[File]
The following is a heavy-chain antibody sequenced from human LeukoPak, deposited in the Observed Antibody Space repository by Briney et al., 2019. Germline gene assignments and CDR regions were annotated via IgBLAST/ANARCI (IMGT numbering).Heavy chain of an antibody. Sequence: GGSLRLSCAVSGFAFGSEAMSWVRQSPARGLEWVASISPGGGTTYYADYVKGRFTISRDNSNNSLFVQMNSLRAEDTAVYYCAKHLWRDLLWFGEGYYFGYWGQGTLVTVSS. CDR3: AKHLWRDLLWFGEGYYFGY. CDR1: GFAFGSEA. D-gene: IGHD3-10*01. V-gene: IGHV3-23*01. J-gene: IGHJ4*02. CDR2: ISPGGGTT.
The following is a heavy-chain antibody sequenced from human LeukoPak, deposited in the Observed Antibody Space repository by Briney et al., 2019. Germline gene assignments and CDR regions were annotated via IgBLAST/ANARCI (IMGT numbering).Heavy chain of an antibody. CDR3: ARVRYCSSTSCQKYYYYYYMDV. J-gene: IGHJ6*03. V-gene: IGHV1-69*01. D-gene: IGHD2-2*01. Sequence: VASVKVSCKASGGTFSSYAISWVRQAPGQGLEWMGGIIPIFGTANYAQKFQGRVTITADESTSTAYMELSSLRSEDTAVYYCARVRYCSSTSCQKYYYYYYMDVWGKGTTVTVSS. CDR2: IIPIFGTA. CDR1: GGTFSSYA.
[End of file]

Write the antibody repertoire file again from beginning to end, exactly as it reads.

The following is a heavy-chain antibody sequenced from human LeukoPak, deposited in the Observed Antibody Space repository by Briney et al., 2019. Germline gene assignments and CDR regions were annotated via IgBLAST/ANARCI (IMGT numbering).Heavy chain of an antibody. Sequence: GGSLRLSCAVSGFAFGSEAMSWVRQSPARGLEWVASISPGGGTTYYADYVKGRFTISRDNSNNSLFVQMNSLRAEDTAVYYCAKHLWRDLLWFGEGYYFGYWGQGTLVTVSS. CDR3: AKHLWRDLLWFGEGYYFGY. CDR1: GFAFGSEA. D-gene: IGHD3-10*01. V-gene: IGHV3-23*01. J-gene: IGHJ4*02. CDR2: ISPGGGTT.
The following is a heavy-chain antibody sequenced from human LeukoPak, deposited in the Observed Antibody Space repository by Briney et al., 2019. Germline gene assignments and CDR regions were annotated via IgBLAST/ANARCI (IMGT numbering).Heavy chain of an antibody. CDR3: ARVRYCSSTSCQKYYYYYYMDV. J-gene: IGHJ6*03. V-gene: IGHV1-69*01. D-gene: IGHD2-2*01. Sequence: VASVKVSCKASGGTFSSYAISWVRQAPGQGLEWMGGIIPIFGTANYAQKFQGRVTITADESTSTAYMELSSLRSEDTAVYYCARVRYCSSTSCQKYYYYYYMDVWGKGTTVTVSS. CDR2: IIPIFGTA. CDR1: GGTFSSYA.